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Peter Coffee Taught Me My ABCs

By October 1, 2016

By: Joanna Iturbe, Salesforce Denver User Group Co-Leader, Higher Education Advisory Council, and Girlforce Leadership Team

“Because doing the wrong thing better is, technically…doing the wrong thing.” – Peter Coffee, VP for Strategic Research at Salesforce, Daydreamin’ at 5280, September 13, 2016

It all started on a beautiful spring day in New Orleans at the Higher Education Summit. I found myself standing next to Peter Coffee at a reception, so I struck up a conversation. I had just taken over the 1200-member Salesforce Denver User Group from the notorious MVP and Admin Hero, Brent Downey, so I started talking with Peter about my new endeavor. I asked, “Have you ever spoken in Denver? What would it take to get you out to see us?” To which Peter responded, “An invitation.” He wasn’t kidding. I connected with him, via LinkedIn, and 6 months later, Daydreamin’ at 5280 took place with Peter and Erica Kuhl, VP of Community for Salesforce, headlining.

In my opinion, Peter’s presentations are always inspiring and thought-provoking, to say the least, and although he’s never shared his IQ results with me, I’m quite certain he’s brilliant. When he came to us with a brand new, hot-off-the-press presentation, born en route from Seattle to LA merely 36 hours earlier, I knew it was certain to be excellent. He did not disappoint.

Peter taught me my ABCs! Do I know the alphabet? Why yes, yes I do. But, Peter taught me the ABCs of what Salesforce doesn’t do any more, and what I shouldn’t be doing any more.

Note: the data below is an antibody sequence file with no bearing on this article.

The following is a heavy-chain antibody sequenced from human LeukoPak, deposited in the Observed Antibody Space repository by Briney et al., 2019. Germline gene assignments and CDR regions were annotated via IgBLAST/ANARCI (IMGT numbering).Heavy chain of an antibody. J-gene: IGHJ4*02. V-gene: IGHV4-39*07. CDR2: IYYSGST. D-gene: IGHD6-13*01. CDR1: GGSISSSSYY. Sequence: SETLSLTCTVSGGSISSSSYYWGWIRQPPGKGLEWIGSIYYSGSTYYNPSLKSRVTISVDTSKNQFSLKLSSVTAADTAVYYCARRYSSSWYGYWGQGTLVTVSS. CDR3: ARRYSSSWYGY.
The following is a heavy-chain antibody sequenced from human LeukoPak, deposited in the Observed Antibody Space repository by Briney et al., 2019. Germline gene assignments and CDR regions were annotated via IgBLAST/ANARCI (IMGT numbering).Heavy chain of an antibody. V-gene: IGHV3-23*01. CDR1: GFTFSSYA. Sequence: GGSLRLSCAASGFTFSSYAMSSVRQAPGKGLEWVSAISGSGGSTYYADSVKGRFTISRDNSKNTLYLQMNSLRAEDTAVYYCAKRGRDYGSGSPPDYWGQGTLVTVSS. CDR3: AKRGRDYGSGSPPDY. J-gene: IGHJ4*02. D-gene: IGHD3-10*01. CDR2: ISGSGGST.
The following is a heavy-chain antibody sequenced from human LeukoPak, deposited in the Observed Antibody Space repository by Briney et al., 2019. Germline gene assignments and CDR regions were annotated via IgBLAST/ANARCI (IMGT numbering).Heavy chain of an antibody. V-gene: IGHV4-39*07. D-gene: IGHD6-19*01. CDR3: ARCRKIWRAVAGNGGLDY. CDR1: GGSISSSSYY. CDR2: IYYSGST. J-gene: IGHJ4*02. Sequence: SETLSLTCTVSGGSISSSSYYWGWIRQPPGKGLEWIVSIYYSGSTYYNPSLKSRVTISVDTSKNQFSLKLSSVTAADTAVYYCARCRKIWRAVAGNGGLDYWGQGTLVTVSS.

A – Assuming
B – Bridging
C – Coding
D – Debugging
E – Estimating & Extrapolating

It seems simple enough on the surface:

Don’t assume. Don’t survey for survey’s sake. Don’t code just to code. Don’t debug under the false presumption that debugging equals security. We shouldn’t be doing these things anymore! So, if you are – stop.

Instead, challenge the status quo. Ask questions. Collect data productively. Deter, deceive, defend, detect and develop – don’t debug. As Peter put it, “You have to look where the keys were dropped, not where the light is best for finding them.”

It turns out, A-B-C isn’t as easy as 1-2-3.

According to Peter, humans will soon do things indistinguishable from magic. He arrived at this theory at least in part due to an article released last week: MIT and Georgia Tech develop technology to read books without opening them!

But, as Peter pointed out by presenting actual recent examples, the simple truth is we are still working to get the simple things right.

Throughout his hour long presentation, I found myself conflicted: I wanted to just stop and listen, but as the host of the event, I also needed to take notes and keep up with our Twitter feed, but I also had a part of my mind slipping to how I could not do these ABCs within my role and within higher education on a larger scale. I left feeling pretty good about where my particular Salesforce implementation sits, but we’re such a collaborative community, why can’t we work to be more proactive in affecting the pace at which higher ed technology moves? Evolves? Grows? Expands?

Now, I’m not a betting woman, but if I were, I’d put my money on Peter’s theories and hypotheses for the future of technology and what we should be doing. After all, he is the VP of Strategic Research for Salesforce.

…So, I’m off to practice my ABCs and hope that if I practice what Peter preaches, I may be able to have a small impact on higher education technology through the use of Salesforce.